Consumption and the Growing Importance of Shared Value
Over the past decade, brands have made a shift to balance profitability goals with having a mindful purpose. A study by the University of Iowa found a direct correlation exists between brands with extensive corporate social responsibility and lower stock risk during down economic cycles. This brand loyalty is particularly found with brands that support environmental issues.
As millennials account for the over 95 million digitally connected Americans, they also possess a keen desire or ‘socially conscious’ to make a difference. Recently a growing number of studies have reported on the strong desire of millennials to embrace brands that support a cause they hold dear. Some studies have even labeled millennials the most aspirational generation.
A recent Nielsen survey found that 42% of 18- to 34-year-old millennials believe a response following a posting a complaint or comment regarding a brand should be received on social media within 12 hours. While millennials may not have the cash flow of older customers, brands have realized the possible consequences a negative comment could have on their brand image and sales and have taken greater steps to please millennials and to intercept their complaints prior to becoming viral.
This new shift in conscience capitalism is evident not only in what we purchase, but also how we cater to our customers. As is evident by the U.S. auto industry bailout in 2008 as GM, Chrysler and Ford were trying to avoid financial disaster. Feeling the effects of the financial collapse and burdened by gasoline prices hovering near $4 a gallon, consumers were ready for new solutions. Yet these industry giants lacked innovation and failed to listen to their customers as they continued on the path of business as usual.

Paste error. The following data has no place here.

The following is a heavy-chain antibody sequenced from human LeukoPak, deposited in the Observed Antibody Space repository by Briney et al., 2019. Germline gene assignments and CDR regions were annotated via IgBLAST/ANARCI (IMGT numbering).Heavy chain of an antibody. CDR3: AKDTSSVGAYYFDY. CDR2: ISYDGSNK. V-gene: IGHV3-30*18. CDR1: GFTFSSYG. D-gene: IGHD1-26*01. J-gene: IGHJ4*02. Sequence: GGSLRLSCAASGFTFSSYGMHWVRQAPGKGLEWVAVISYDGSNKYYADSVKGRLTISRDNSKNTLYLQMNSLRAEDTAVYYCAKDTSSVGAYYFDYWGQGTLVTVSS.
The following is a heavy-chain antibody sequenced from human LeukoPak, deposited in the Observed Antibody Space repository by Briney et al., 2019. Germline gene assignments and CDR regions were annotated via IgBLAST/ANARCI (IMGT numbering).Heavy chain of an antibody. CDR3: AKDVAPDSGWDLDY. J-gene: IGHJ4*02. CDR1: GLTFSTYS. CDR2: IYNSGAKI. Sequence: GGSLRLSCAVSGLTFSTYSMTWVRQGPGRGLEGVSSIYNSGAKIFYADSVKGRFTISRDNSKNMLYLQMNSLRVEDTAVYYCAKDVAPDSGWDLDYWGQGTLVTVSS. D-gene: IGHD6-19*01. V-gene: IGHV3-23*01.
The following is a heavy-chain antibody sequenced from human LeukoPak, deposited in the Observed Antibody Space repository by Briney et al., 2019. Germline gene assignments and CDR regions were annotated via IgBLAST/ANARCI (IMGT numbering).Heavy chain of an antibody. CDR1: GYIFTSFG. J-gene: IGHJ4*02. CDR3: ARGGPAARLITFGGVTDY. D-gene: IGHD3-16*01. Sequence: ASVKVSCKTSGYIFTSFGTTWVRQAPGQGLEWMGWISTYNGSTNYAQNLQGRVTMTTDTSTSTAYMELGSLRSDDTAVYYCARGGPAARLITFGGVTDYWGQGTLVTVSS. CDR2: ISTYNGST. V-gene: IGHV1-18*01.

During this time, Elon Musk, TESLA Motors CEO and Chairman, was on a mission to replace fossil fuels by changing the world by offering clean and renewable energy sources and reintroducing the electric vehicle. The EV1, sold during the late -1990’s to 2002 was not as fortunate as evidenced in the 2006 documentary, Who Killed the Electric Car?. When you contemplate the fact that more solar energy strikes the surface of the earth in a single hour than is provided by all the fossil energy consumed globally in a year, then the answer seems obvious. Now fast forward from the 1990’s and in a little over a decade, innovation may win this time around, and older brands may start offering the solutions that consumers are demanding rather than remaining on a path of resistance.
Public relations firm, Edelman conducted a global survey in 2012 and found that 72% of consumers responded they would recommend brands to others if they supported a good cause. Given this strong statistic, marketers should be keen to ignite corporations to evolve the various ways they envision, produce and market their products. The main selling point being, if they don’t, they will fall by the wayside.
By Tamar Burton